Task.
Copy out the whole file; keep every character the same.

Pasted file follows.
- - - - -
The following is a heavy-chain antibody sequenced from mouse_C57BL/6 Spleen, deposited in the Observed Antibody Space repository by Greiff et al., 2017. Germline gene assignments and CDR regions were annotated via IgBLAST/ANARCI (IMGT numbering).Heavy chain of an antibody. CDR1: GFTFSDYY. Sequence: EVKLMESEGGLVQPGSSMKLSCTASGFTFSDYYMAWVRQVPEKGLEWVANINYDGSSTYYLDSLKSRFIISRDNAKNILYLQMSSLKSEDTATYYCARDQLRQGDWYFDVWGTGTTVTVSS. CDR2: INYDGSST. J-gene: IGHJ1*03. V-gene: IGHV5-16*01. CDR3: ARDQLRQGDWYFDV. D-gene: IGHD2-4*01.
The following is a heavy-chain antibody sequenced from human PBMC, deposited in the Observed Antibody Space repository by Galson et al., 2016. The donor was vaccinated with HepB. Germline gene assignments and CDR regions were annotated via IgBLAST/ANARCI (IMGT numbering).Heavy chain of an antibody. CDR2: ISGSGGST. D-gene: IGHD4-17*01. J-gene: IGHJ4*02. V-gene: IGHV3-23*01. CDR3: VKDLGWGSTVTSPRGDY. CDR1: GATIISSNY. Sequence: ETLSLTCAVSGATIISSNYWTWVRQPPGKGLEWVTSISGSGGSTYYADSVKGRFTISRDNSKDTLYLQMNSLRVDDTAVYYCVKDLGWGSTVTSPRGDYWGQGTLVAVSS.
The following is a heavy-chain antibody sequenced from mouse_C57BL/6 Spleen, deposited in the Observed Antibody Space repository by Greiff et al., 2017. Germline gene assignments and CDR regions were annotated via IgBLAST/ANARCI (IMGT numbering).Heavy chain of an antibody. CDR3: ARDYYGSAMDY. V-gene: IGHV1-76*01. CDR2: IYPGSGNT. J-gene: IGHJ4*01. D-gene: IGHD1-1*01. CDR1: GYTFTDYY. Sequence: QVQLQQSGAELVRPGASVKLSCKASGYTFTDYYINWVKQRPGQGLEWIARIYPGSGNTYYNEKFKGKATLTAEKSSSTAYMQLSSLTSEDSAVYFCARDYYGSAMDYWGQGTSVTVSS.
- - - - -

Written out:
The following is a heavy-chain antibody sequenced from mouse_C57BL/6 Spleen, deposited in the Observed Antibody Space repository by Greiff et al., 2017. Germline gene assignments and CDR regions were annotated via IgBLAST/ANARCI (IMGT numbering).Heavy chain of an antibody. CDR1: GFTFSDYY. Sequence: EVKLMESEGGLVQPGSSMKLSCTASGFTFSDYYMAWVRQVPEKGLEWVANINYDGSSTYYLDSLKSRFIISRDNAKNILYLQMSSLKSEDTATYYCARDQLRQGDWYFDVWGTGTTVTVSS. CDR2: INYDGSST. J-gene: IGHJ1*03. V-gene: IGHV5-16*01. CDR3: ARDQLRQGDWYFDV. D-gene: IGHD2-4*01.
The following is a heavy-chain antibody sequenced from human PBMC, deposited in the Observed Antibody Space repository by Galson et al., 2016. The donor was vaccinated with HepB. Germline gene assignments and CDR regions were annotated via IgBLAST/ANARCI (IMGT numbering).Heavy chain of an antibody. CDR2: ISGSGGST. D-gene: IGHD4-17*01. J-gene: IGHJ4*02. V-gene: IGHV3-23*01. CDR3: VKDLGWGSTVTSPRGDY. CDR1: GATIISSNY. Sequence: ETLSLTCAVSGATIISSNYWTWVRQPPGKGLEWVTSISGSGGSTYYADSVKGRFTISRDNSKDTLYLQMNSLRVDDTAVYYCVKDLGWGSTVTSPRGDYWGQGTLVAVSS.
The following is a heavy-chain antibody sequenced from mouse_C57BL/6 Spleen, deposited in the Observed Antibody Space repository by Greiff et al., 2017. Germline gene assignments and CDR regions were annotated via IgBLAST/ANARCI (IMGT numbering).Heavy chain of an antibody. CDR3: ARDYYGSAMDY. V-gene: IGHV1-76*01. CDR2: IYPGSGNT. J-gene: IGHJ4*01. D-gene: IGHD1-1*01. CDR1: GYTFTDYY. Sequence: QVQLQQSGAELVRPGASVKLSCKASGYTFTDYYINWVKQRPGQGLEWIARIYPGSGNTYYNEKFKGKATLTAEKSSSTAYMQLSSLTSEDSAVYFCARDYYGSAMDYWGQGTSVTVSS.